Video services

Netflix Trades at Record Highs on Q2 Report

Fears that Netflix might not be able to sustain subscriber growth appear vastly overblown. The streaming video giant added 5.2 million new customers in the second quarter, well above the 3.2 million it was forecasting three months ago. And while the number of international subscribers now edges out the company's US customer total, Netflix still managed to add 1.1 million domestic subs in Q2, an impressive feat in an already mature market.

The Netflix Inc. (Nasdaq: NFLX) stock price soared in after-hours trading, reaching nearly $180 per share at its evening peak, a record high. Enthusiasm was buoyed not only by customer growth, but also by the fact that the company met its revenue target of $2.76 billion in the quarter. Earnings per share fell slightly below consensus analyst estimates of $0.16, but were right in line with what Netflix itself predicted at the end of Q1. (See also Netflix Nears Big Milestones.)

All told, Netflix brought in $2.76 billion in revenue for the second quarter, and now has 52.03 million international customers alongside 51.92 million customers in the US. The company crested the 100 million mark for subscribers in the most recent three-month period. Its current tally stands at nearly 104 million total customers.

There are a few noteworthy asides in the Netflix earnings report beyond the company's impressive growth. One is the fact that Netflix earned 91 Emmy nominations this year, more than double the number it garnered 12 months ago. And in the 'best series' category, Netflix has the most programs in contention for an Emmy of any network in 2017, with five nominees out of a total 14.

Another interesting point is the fact that Netflix continues to expand its distribution partnerships with more traditional pay-TV providers. After launching Netflix service on the Comcast Corp. (Nasdaq: CMCSA, CMCSK) X1 video platform in Q4 of last year, and expanding distribution with Liberty Global Inc. (Nasdaq: LBTY), the company announced another major MSO deal in Q2. Altice started rolling the service out in France in June, with plans to extend into additional markets throughout the year. (See Altice Adds Netflix to International Line-up.)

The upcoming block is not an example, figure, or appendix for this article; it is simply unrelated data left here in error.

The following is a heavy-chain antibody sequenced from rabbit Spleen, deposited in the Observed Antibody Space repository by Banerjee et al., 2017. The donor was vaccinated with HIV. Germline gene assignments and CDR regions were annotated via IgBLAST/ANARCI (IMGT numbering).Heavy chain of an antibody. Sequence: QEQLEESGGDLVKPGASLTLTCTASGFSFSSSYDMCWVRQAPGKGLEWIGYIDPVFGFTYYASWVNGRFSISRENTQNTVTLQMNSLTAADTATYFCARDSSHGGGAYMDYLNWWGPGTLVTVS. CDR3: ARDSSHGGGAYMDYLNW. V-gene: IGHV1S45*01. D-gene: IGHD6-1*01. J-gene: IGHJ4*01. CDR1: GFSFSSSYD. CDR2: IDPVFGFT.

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Investors have worried for years over how long Netflix can continue to grow, but despite the company's significant success, CEO Reed Hastings still believes there's massive room for further expansion, and not just in international markets.

"We're such a small player in our viewing compared to linear TV, compared to YouTube," he pointed out in the company's earnings presentation. "So we've got a long way to go to have more and more content to please more and more members to continue to grow."

Hastings also gave an indication that future revenue growth won't require drastic price increases.

"All of this decade, Netflix has been available for eight dollars," he stated, adding that "a key part of the successful strategy is that we're staying very, very affordable for people."

That suggests that while Netflix could probably raise its base price to boost revenues further, it's very aware of how much of its appeal comes from the low monthly fee. That fee may not stay at $8 forever, but it's also not likely to rise to anywhere near the level of what traditional pay-TV providers charge.

Even skinny bundles look expensive next to a Netflix subscription.

— Mari Silbey, Senior Editor, Cable/Video, Light Reading

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